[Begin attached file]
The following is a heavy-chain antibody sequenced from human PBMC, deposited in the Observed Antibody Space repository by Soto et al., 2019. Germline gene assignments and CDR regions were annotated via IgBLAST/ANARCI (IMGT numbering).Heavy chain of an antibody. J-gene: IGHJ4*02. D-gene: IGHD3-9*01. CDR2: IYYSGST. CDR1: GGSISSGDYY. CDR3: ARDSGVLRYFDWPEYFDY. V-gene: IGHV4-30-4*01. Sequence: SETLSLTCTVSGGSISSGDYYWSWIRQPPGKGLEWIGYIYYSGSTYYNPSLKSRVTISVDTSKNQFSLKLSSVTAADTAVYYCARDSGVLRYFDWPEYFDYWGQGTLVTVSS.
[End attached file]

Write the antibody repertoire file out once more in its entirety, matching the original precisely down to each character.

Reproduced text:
The following is a heavy-chain antibody sequenced from human PBMC, deposited in the Observed Antibody Space repository by Soto et al., 2019. Germline gene assignments and CDR regions were annotated via IgBLAST/ANARCI (IMGT numbering).Heavy chain of an antibody. J-gene: IGHJ4*02. D-gene: IGHD3-9*01. CDR2: IYYSGST. CDR1: GGSISSGDYY. CDR3: ARDSGVLRYFDWPEYFDY. V-gene: IGHV4-30-4*01. Sequence: SETLSLTCTVSGGSISSGDYYWSWIRQPPGKGLEWIGYIYYSGSTYYNPSLKSRVTISVDTSKNQFSLKLSSVTAADTAVYYCARDSGVLRYFDWPEYFDYWGQGTLVTVSS.